Post Intubation Tracheal Stenosis

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Chapter 8 Post Intubation Tracheal Stenosis


This chapter emphasizes the following elements of the Four Box Approach: physical examination, complementary tests, and functional status assessment; risk-benefit analysis and therapeutic alternatives; and techniques and instrumentation.

Case Description

This patient is a 55-year-old woman with a long history of gastroesophageal reflux disease (GERD) refractory to proton pump inhibitors, who was admitted emergently to an outside hospital with stridor and respiratory distress requiring noninvasive positive-pressure ventilation (NPPV). Flexible bronchoscopy revealed a severe mid-tracheal stricture with an estimated diameter of 4 mm, based on the fact that a 5.2-mm outside diameter flexible bronchoscope could not be advanced beyond the lesion. Three months earlier, she had undergone surgical repair of a hiatal hernia, during which she was intubated for several hours. Two weeks after surgery, as she became more physically active, the patient developed wheezing and dyspnea, which did not improve with inhaled corticosteroids and bronchodilators. Stridor prompted consultation with an ear, nose, and throat physician, who made the diagnosis of tracheal stenosis and performed rigid bronchoscopy with laser and dilation. Her symptoms recurred, and 2 weeks post intervention she went to a local emergency department with respiratory distress and stridor. An emergent tracheostomy was performed. One month later, the patient was successfully decannulated, but 10 days later, she developed recurrent stridor and respiratory distress requiring hospitalization, NPPV, bronchoscopy, and subsequent transfer to our institution. She had no other medical or surgical history, lived alone, had an active lifestyle, and enjoyed hiking. Her preference was to relieve dyspnea, regain her previous lifestyle, and avoid tracheostomy if possible. Review of symptoms was unremarkable, except that she could not speak in full sentences and had obvious biphasic stridor without hoarseness. Vital signs were normal except for a heart rate of 130 (sinus rhythm). Her chest radiograph was normal. She underwent urgent rigid bronchoscopy with dilation (Figure 8-1). The stricture was circumferential, extending for 1 cm and starting 5 cm below the vocal cords.

Case Resolution

Initial Evaluations

Physical Examination, Complementary Tests, and Functional Status Assessment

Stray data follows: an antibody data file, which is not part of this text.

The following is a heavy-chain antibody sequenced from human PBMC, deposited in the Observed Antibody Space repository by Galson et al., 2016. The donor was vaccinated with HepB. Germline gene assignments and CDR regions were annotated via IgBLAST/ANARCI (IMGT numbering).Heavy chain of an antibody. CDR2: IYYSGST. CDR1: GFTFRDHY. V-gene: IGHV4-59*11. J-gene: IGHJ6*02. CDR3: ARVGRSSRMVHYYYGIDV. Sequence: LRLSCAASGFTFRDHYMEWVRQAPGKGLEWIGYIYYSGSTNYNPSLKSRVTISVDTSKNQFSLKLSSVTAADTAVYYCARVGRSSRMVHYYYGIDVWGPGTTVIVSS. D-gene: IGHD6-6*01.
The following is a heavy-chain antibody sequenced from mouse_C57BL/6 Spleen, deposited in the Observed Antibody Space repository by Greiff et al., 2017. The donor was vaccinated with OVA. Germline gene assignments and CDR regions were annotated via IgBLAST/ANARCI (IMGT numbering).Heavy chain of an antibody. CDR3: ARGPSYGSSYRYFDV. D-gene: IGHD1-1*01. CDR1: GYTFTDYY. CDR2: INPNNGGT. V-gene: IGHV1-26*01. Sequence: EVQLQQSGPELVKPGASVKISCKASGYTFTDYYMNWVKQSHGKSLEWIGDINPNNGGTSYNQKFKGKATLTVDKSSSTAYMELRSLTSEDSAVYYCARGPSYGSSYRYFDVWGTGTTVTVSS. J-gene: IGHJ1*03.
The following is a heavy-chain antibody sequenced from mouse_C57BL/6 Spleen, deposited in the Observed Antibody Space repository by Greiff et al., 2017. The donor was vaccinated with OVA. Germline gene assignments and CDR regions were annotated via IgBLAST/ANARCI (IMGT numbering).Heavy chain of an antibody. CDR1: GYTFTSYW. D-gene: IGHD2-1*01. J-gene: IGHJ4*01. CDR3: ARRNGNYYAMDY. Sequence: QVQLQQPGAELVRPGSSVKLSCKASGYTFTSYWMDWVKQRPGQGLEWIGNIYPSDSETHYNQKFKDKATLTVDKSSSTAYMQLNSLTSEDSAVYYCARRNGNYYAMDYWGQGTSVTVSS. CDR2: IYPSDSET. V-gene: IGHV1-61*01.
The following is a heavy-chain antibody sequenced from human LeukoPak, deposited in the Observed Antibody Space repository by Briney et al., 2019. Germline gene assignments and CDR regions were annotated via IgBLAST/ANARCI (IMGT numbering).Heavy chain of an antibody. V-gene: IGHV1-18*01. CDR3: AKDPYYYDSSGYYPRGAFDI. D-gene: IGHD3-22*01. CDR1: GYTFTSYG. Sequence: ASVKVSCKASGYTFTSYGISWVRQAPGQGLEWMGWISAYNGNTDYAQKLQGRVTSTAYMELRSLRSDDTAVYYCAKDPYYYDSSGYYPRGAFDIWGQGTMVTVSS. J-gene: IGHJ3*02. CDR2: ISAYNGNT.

This patient was hospitalized for respiratory failure requiring NPPV. This is not an unusual presentation for patients with post intubation tracheal stenosis (PITS). Many patients are diagnosed when stenosis is severe enough to prompt acute respiratory failure necessitating emergency bronchoscopic dilation with or without subsequent curative surgery.1 In one study, 54% of patients presented with acute respiratory failure requiring emergency dilation.2 The noninvasive preoperative evaluation is limited in these emergent circumstances. For instance, the tracheal air column on chest radiograph (CXR) can be overlooked by radiologists and clinicians, and thus deserves careful inspection in any patient with symptoms of central or upper airway obstruction.3 CXR was performed in this patient but was unrevealing (see Figure 8-1). Because CXR does not allow accurate determination of morphology, extent, or degree of narrowing, a computed tomography (CT) scan is warranted. This was not feasible in our patient, who could not lie flat and was unstable from a respiratory perspective. Inspection bronchoscopy would also allow accurate assessment of the stenosis and would provide treatment planning information, including degree of mucosal inflammation, associated cartilaginous collapse, and relative amount and location of hypertrophic fibrotic tissue,4 but could increase respiratory compromise or cause laryngospasm and respiratory arrest. In fact, it is usually our practice to perform flexible bronchoscopy in all patients referred for rigid bronchoscopic interventions; occasionally, this examination is performed on NPPV. It is not known, however, whether such a practice should be generally applied to all cases, especially when results from a previous bronchoscopic examination are known. Indeed, in the setting of respiratory distress and need for NPPV, flexible bronchoscopy can cause airway wall edema and can trigger respiratory failure, potentially resulting in the need for emergent tracheostomy. Although bronchoscopy on NPPV in critically ill patients has been described,5 its safety has not been studied in patients with respiratory distess resulting from tracheal stenosis. We chose to refrain from repeating a flexible bronchoscopy and proceeded directly with rigid bronchoscopic intervention to restore airway patency.